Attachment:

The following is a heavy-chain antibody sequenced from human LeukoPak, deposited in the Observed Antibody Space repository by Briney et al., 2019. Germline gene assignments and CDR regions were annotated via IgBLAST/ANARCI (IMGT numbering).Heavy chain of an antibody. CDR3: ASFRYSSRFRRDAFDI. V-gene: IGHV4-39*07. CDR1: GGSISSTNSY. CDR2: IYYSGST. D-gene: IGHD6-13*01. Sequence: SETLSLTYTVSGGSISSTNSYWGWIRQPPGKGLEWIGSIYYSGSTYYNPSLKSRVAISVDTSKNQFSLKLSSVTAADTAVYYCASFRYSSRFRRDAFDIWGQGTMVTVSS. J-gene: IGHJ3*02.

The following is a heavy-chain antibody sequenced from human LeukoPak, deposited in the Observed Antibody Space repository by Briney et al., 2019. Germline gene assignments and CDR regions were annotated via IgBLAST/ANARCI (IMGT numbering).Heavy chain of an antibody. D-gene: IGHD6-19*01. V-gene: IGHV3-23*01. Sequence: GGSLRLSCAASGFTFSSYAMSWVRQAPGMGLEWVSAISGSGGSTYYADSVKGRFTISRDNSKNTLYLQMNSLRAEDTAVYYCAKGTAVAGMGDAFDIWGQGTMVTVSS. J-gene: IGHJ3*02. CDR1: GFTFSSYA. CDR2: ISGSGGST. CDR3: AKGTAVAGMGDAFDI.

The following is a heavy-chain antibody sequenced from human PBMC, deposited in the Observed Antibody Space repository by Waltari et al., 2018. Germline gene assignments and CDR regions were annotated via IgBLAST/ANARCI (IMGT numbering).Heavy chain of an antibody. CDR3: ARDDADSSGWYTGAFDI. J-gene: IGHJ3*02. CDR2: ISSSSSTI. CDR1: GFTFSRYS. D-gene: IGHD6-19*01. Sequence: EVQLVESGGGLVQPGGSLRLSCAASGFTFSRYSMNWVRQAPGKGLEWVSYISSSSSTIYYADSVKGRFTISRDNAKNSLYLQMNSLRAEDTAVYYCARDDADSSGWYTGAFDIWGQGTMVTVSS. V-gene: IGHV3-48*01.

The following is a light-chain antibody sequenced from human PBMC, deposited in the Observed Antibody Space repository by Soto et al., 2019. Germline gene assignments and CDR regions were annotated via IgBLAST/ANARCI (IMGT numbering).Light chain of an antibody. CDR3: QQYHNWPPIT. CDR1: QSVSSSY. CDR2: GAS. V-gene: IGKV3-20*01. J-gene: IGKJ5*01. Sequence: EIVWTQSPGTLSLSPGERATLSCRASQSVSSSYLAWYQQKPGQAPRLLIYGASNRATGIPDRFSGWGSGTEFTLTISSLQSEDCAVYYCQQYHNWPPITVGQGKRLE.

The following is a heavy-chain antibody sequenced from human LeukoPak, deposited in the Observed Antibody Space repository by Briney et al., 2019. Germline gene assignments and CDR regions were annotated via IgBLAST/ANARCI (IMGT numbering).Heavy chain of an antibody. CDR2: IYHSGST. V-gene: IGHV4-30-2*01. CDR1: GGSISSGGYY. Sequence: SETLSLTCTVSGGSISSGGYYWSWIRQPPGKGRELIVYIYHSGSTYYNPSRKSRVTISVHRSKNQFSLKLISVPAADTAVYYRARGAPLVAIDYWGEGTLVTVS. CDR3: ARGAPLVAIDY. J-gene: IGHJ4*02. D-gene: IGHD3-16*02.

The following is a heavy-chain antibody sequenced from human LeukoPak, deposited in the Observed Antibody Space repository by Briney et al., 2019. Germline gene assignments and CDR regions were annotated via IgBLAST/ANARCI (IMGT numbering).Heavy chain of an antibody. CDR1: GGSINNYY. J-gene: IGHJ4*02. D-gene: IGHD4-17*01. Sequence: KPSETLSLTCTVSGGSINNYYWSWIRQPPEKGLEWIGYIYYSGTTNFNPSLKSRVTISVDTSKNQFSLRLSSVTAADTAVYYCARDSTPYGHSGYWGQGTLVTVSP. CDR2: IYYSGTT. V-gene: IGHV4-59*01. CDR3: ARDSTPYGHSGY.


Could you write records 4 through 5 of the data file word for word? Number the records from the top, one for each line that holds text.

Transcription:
The following is a light-chain antibody sequenced from human PBMC, deposited in the Observed Antibody Space repository by Soto et al., 2019. Germline gene assignments and CDR regions were annotated via IgBLAST/ANARCI (IMGT numbering).Light chain of an antibody. CDR3: QQYHNWPPIT. CDR1: QSVSSSY. CDR2: GAS. V-gene: IGKV3-20*01. J-gene: IGKJ5*01. Sequence: EIVWTQSPGTLSLSPGERATLSCRASQSVSSSYLAWYQQKPGQAPRLLIYGASNRATGIPDRFSGWGSGTEFTLTISSLQSEDCAVYYCQQYHNWPPITVGQGKRLE.

The following is a heavy-chain antibody sequenced from human LeukoPak, deposited in the Observed Antibody Space repository by Briney et al., 2019. Germline gene assignments and CDR regions were annotated via IgBLAST/ANARCI (IMGT numbering).Heavy chain of an antibody. CDR2: IYHSGST. V-gene: IGHV4-30-2*01. CDR1: GGSISSGGYY. Sequence: SETLSLTCTVSGGSISSGGYYWSWIRQPPGKGRELIVYIYHSGSTYYNPSRKSRVTISVHRSKNQFSLKLISVPAADTAVYYRARGAPLVAIDYWGEGTLVTVS. CDR3: ARGAPLVAIDY. J-gene: IGHJ4*02. D-gene: IGHD3-16*02.